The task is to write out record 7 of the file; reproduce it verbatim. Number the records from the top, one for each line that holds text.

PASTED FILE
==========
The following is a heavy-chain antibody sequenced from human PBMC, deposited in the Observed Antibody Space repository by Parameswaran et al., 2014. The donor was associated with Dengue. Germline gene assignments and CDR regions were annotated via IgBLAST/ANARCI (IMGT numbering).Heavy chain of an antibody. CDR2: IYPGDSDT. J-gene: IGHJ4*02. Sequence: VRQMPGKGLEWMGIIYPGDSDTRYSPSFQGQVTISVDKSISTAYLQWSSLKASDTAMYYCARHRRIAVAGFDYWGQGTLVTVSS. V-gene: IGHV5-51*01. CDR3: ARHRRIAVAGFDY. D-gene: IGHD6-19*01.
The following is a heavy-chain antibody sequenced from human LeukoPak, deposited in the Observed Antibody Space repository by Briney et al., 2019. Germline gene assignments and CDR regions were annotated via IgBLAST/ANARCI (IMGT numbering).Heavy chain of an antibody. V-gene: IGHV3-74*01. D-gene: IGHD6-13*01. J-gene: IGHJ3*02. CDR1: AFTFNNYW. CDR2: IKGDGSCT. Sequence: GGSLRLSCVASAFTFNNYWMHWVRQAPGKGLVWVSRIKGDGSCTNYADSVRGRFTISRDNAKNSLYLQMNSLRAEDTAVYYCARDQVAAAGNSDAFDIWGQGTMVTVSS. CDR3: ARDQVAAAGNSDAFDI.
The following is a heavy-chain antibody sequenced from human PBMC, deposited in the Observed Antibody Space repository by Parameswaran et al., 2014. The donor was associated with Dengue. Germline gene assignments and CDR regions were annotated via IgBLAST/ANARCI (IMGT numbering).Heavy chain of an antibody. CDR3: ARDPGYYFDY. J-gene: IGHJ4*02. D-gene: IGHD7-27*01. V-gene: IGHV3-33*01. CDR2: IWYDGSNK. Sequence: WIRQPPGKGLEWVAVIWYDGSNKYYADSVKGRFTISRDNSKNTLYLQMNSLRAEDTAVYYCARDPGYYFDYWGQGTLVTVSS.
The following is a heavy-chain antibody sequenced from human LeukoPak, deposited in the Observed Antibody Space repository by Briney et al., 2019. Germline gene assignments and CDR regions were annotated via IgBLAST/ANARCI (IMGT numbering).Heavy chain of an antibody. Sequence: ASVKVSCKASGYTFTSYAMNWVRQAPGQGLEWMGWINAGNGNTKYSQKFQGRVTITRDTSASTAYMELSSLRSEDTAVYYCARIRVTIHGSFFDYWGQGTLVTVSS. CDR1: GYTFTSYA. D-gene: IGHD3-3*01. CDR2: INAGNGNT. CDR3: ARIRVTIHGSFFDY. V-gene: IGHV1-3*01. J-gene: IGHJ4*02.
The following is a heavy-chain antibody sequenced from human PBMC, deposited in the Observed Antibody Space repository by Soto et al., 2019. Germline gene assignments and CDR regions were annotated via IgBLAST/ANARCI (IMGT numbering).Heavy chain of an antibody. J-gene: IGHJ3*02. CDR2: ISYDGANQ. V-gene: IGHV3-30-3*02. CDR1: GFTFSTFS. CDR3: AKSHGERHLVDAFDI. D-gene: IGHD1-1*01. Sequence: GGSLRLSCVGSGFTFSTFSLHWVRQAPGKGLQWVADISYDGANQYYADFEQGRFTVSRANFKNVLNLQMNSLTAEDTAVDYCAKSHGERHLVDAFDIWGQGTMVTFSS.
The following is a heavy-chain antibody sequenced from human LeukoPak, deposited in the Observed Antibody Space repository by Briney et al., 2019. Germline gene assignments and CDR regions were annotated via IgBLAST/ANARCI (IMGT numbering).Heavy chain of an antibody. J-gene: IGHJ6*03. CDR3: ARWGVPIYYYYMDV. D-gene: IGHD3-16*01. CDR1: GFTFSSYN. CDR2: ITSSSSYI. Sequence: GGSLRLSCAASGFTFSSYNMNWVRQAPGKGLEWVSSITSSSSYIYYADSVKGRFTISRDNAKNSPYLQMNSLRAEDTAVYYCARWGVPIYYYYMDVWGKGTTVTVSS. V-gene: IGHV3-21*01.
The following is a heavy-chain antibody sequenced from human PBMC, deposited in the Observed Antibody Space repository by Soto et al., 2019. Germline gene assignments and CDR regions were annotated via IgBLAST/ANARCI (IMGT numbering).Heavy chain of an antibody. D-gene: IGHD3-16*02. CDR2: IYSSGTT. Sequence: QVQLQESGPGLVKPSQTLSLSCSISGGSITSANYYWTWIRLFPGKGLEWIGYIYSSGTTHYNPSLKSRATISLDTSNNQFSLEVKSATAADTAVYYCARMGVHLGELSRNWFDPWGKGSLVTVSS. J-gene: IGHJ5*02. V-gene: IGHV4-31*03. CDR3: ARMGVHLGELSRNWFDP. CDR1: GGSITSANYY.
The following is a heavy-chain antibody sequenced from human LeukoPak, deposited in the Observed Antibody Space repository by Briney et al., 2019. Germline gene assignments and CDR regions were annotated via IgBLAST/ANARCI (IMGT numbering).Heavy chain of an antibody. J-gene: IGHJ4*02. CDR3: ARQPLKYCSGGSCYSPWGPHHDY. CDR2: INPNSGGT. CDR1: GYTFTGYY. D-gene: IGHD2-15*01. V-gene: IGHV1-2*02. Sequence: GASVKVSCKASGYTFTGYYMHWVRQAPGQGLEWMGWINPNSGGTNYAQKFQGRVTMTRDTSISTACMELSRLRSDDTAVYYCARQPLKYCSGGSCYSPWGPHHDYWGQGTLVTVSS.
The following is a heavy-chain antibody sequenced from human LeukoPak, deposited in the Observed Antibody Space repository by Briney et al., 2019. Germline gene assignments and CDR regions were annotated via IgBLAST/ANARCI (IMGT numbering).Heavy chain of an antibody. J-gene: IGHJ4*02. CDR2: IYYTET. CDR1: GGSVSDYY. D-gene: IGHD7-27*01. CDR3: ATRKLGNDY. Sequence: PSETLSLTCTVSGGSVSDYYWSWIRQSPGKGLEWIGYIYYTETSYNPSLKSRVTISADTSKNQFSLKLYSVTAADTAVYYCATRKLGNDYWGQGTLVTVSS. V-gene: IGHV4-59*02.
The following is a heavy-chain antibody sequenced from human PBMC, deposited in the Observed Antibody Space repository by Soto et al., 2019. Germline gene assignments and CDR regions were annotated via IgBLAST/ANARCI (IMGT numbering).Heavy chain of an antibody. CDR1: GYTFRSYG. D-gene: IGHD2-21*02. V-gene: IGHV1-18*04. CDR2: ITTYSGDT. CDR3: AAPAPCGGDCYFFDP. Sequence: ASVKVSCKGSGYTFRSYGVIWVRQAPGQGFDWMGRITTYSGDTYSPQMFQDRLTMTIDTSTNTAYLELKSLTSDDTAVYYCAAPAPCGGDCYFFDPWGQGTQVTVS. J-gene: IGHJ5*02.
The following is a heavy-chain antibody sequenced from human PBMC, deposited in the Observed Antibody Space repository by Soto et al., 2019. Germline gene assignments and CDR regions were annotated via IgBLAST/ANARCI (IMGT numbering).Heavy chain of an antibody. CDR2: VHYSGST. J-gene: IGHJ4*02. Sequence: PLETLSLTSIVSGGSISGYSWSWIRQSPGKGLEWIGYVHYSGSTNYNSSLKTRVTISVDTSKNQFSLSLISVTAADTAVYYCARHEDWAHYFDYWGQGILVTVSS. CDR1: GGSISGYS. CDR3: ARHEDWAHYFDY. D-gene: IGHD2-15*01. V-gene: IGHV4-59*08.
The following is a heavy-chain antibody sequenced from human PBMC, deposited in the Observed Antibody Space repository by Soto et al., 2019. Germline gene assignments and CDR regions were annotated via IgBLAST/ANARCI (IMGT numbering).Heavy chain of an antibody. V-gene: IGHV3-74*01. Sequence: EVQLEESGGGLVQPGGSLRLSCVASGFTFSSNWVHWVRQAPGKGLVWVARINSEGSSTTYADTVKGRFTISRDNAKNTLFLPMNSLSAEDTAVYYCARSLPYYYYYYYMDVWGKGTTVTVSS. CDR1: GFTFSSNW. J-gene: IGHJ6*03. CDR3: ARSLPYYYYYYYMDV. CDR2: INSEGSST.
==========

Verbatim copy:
The following is a heavy-chain antibody sequenced from human PBMC, deposited in the Observed Antibody Space repository by Soto et al., 2019. Germline gene assignments and CDR regions were annotated via IgBLAST/ANARCI (IMGT numbering).Heavy chain of an antibody. D-gene: IGHD3-16*02. CDR2: IYSSGTT. Sequence: QVQLQESGPGLVKPSQTLSLSCSISGGSITSANYYWTWIRLFPGKGLEWIGYIYSSGTTHYNPSLKSRATISLDTSNNQFSLEVKSATAADTAVYYCARMGVHLGELSRNWFDPWGKGSLVTVSS. J-gene: IGHJ5*02. V-gene: IGHV4-31*03. CDR3: ARMGVHLGELSRNWFDP. CDR1: GGSITSANYY.